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The Survival of Soap OperaTransformations for a New Media Era$
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Sam Ford, Abigail De Kosnik, and C. Lee Harrington

Print publication date: 2010

Print ISBN-13: 9781604737165

Published to University Press of Mississippi: March 2014

DOI: 10.14325/mississippi/9781604737165.001.0001

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PRINTED FROM Mississippi SCHOLARSHIP ONLINE (www.mississippi.universitypressscholarship.com). (c) Copyright University Press of Mississippi, 2021. All Rights Reserved. An individual user may print out a PDF of a single chapter of a monograph in MSSO for personal use.date: 01 March 2021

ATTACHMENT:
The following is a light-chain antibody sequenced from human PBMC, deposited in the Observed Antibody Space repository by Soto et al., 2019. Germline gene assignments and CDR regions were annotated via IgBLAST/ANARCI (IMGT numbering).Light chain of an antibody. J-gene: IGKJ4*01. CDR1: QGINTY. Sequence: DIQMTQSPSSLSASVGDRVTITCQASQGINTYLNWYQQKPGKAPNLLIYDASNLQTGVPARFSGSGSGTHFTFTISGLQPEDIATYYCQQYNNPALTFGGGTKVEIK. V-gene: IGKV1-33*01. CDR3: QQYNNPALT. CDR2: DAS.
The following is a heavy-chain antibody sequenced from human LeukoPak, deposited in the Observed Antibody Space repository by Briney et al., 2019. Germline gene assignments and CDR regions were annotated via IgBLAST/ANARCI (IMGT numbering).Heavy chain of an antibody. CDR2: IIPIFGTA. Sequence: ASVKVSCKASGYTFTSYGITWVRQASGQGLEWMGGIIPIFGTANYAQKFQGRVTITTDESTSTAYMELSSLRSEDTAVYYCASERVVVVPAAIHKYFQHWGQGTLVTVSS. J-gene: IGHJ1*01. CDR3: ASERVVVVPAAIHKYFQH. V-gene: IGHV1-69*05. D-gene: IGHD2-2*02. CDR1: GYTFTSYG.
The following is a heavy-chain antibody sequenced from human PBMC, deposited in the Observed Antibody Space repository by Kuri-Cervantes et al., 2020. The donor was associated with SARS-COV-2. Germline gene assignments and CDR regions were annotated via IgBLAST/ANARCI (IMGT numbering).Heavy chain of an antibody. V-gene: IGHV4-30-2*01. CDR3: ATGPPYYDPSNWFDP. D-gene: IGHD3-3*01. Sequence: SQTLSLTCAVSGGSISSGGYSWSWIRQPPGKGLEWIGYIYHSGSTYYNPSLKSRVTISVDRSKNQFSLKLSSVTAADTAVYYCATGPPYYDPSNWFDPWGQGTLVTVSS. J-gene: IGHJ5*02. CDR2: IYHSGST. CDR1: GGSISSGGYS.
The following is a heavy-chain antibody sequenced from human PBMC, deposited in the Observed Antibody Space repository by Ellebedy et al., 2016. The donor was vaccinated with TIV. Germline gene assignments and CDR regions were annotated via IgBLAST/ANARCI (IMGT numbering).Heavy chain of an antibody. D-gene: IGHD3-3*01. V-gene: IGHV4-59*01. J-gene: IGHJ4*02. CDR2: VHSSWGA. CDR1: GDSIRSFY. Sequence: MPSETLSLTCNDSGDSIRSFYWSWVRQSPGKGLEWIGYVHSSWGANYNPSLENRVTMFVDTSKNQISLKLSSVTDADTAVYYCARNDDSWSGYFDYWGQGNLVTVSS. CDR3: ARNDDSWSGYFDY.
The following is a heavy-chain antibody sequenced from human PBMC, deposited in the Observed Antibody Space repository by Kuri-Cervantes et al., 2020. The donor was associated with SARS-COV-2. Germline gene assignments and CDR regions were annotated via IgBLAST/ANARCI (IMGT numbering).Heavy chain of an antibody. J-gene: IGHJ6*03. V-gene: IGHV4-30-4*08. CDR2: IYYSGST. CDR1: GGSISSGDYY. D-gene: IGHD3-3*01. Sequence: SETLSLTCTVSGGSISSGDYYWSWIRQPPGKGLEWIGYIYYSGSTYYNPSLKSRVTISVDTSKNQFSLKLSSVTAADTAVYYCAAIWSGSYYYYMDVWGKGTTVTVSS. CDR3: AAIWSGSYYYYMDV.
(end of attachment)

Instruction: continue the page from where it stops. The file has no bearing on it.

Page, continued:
Perspective

Perspective

Scholar Nancy Baym on Soaps After the O. J. Simpson Trial

Chapter:
(p.104) Perspective
Source:
The Survival of Soap Opera
Author(s):

Abigail De Kosnik

Publisher:
University Press of Mississippi
DOI:10.14325/mississippi/9781604737165.003.0014

In this chapter Baym discusses the changes in her personal relationship with soaps after the mid-1990s O. J. Simpson trial. After the trial, long-arc romances, where it took forever for people to get together, were considered too long. Everyone on soaps went from being strangers to being married in six weeks and then got divorced. The trial also made people realize that they could get through the week just fine without their soap. Whenever Baym turns on the soaps now, she does so not to really watch but to experience something very powerful—the endurance of the characters, their continued existence. These people have been around Baym whole life, creating a parasocial relationship—a kind of family—and she feels emotionally attached to those people, even if she never liked their characters that much.

Keywords:   soap operas, daytime television, daytime dramas, criminal trials, parasocial relationship

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